At a recent meeting of the Standards Review and Interpretation Committee (SRIC) the committee directed staff to post for client comments the following proposed standard revision. Please post your comments prior to Friday January 22nd, 2021.
Standard 83.2.1 was revised with bullets added in the 6th edition manual. It is recognized that 83.2.1 (d) is duplicative and recommended for deletion. Also, it is recommended that the word “accredited” is added to the 83.3.2 standard statement.
83.2.1 (LE1) (M M M M) (LE1) Guidelines and Procedures
A written directive establishes guidelines and procedures used for collecting, processing, and preserving physical evidence in the field, and includes;
a. first responder responsibilities and precautions;
b. procedures for the collection, storage, and transportation of evidence;
c. evidence collection training requirements for persons collecting evidence;
d. procedures for the submission of evidence to accredited laboratories; and e. transfer of custody of physical evidence.
The agency should develop general guidelines for its approach to crime scene processing. For example, the first rule may be to secure and protect the crime scene. Agency policy should dictate whether processing is to be conducted by field personnel or specialists. Processing procedures should determine the progression of tasks, such as photograph, sketch, fingerprint, mark, and collect. It is important to recognize DNA evidence may be used to identify and eliminate suspects in cases, and specific protocols should be established to ensure DNA evidence collected remains available for these purposes, which may extend beyond related convictions in some cases. The directive should also provide guidelines for the preferred methods of collecting, marking/labeling, and packaging/storing a variety of evidentiary items. Methods used are those that should preserve the condition of evidence in the process of collection, prevent the introduction of foreign materials to it, and ensure as complete a sample as possible and practical. For physical evidence to be accepted by the court at time of trial, it is essential that the chain of evidence be maintained. The initial step in this process is marking or labeling the item at the time it is collected, seized, or received. Items should be marked so as not to damage or contaminate the evidence. Items that cannot be marked should be placed in an appropriate container, sealed, and the container labeled. For all items of evidence gathered at a crime scene, the investigator and/or processor should prepare a list containing a description of the item collected (including make, model, and serial number, if any), the source (person or location obtained from), and the name of the person collecting the item. The inventory is essential to the investigator and the processor for recording activities at the scene and qualifying the evidence at the time of trial. If the evidence is transferred to another person prior to being logged in with the agency, documenting the transfer is critical to maintaining the chain of custody. The record of transfer of physical evidence should include the following: date and time of transfer; receiving person's name and functional responsibility; reason for the transfer; name and location of the laboratory; synopsis of the event; examinations desired; and date of transfer to a laboratory not within the agency. Evidence requiring information to be submitted to national databases should be done in a timely manner. This standard applies to all persons, functions, and components responsible for collecting evidence. (M M M M) (LE1)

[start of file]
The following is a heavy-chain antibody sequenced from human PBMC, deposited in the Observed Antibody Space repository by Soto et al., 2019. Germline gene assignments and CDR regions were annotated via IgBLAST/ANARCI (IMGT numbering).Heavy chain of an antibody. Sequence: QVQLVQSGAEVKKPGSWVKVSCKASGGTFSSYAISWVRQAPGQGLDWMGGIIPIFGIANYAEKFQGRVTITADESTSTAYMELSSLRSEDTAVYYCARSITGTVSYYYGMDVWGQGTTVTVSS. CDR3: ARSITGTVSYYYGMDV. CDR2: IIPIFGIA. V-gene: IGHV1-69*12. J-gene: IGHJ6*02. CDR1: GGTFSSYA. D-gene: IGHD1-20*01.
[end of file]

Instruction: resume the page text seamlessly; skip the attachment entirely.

83.3.2 (LE1) (M M M M) (LE1) Evidence, Laboratory Submission
A written directive establishes procedures for submitting evidence to a forensic laboratory, which include:
a. identification of the person responsible for submitting the evidence;
b. methods for packaging and transmitting evidence to the laboratory;
c. types of documentation to accompany evidence when transmitted;
d. receipts to ensure maintenance of chain of evidence; and
e. stipulation that laboratory results be submitted in writing.
The written directive should specify procedures for submission of perishable evidence to the forensic laboratory, such as fresh blood, blood stained objects, other physiological stains and tissue, and biological materials. Large and bulky items, firearms, drugs, and other items should be prepared in a uniform manner that is consistent with the requirements of the receiving laboratory. The responsibility for requesting laboratory examinations and preparing and transmitting the evidence to the laboratory should be defined. Guidelines for the types and preparation of transmittal documents should be described. Chain of custody should be carefully maintained. Verbal reports from the laboratory may be accepted, but the agency should insist these be followed up by a written report. When the laboratory is part of the agency, the directive should specify that written reports of findings are provided. When a laboratory is not part of the agency, a transmittal letter or written request, as a part of the evidence transmittal form should be used to request a written report of laboratory findings. (M M M M) (LE1)